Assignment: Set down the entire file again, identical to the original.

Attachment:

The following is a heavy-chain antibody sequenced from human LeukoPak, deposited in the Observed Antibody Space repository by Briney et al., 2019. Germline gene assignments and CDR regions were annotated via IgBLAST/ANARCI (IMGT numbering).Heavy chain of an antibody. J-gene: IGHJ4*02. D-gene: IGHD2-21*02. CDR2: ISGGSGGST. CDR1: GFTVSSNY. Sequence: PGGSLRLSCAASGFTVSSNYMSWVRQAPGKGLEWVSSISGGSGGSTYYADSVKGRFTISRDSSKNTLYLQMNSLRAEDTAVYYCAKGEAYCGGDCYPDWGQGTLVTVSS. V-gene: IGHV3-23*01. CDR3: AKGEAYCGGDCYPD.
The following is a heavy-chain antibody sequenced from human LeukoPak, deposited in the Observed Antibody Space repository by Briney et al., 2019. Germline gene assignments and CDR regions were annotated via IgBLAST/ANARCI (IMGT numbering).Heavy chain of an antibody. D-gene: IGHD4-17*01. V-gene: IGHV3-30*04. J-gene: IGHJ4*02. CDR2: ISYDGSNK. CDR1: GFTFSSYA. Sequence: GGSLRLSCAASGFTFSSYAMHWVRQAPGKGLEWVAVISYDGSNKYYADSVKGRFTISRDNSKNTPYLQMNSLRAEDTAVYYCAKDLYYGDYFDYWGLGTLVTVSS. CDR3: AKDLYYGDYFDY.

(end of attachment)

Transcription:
The following is a heavy-chain antibody sequenced from human LeukoPak, deposited in the Observed Antibody Space repository by Briney et al., 2019. Germline gene assignments and CDR regions were annotated via IgBLAST/ANARCI (IMGT numbering).Heavy chain of an antibody. J-gene: IGHJ4*02. D-gene: IGHD2-21*02. CDR2: ISGGSGGST. CDR1: GFTVSSNY. Sequence: PGGSLRLSCAASGFTVSSNYMSWVRQAPGKGLEWVSSISGGSGGSTYYADSVKGRFTISRDSSKNTLYLQMNSLRAEDTAVYYCAKGEAYCGGDCYPDWGQGTLVTVSS. V-gene: IGHV3-23*01. CDR3: AKGEAYCGGDCYPD.
The following is a heavy-chain antibody sequenced from human LeukoPak, deposited in the Observed Antibody Space repository by Briney et al., 2019. Germline gene assignments and CDR regions were annotated via IgBLAST/ANARCI (IMGT numbering).Heavy chain of an antibody. D-gene: IGHD4-17*01. V-gene: IGHV3-30*04. J-gene: IGHJ4*02. CDR2: ISYDGSNK. CDR1: GFTFSSYA. Sequence: GGSLRLSCAASGFTFSSYAMHWVRQAPGKGLEWVAVISYDGSNKYYADSVKGRFTISRDNSKNTPYLQMNSLRAEDTAVYYCAKDLYYGDYFDYWGLGTLVTVSS. CDR3: AKDLYYGDYFDY.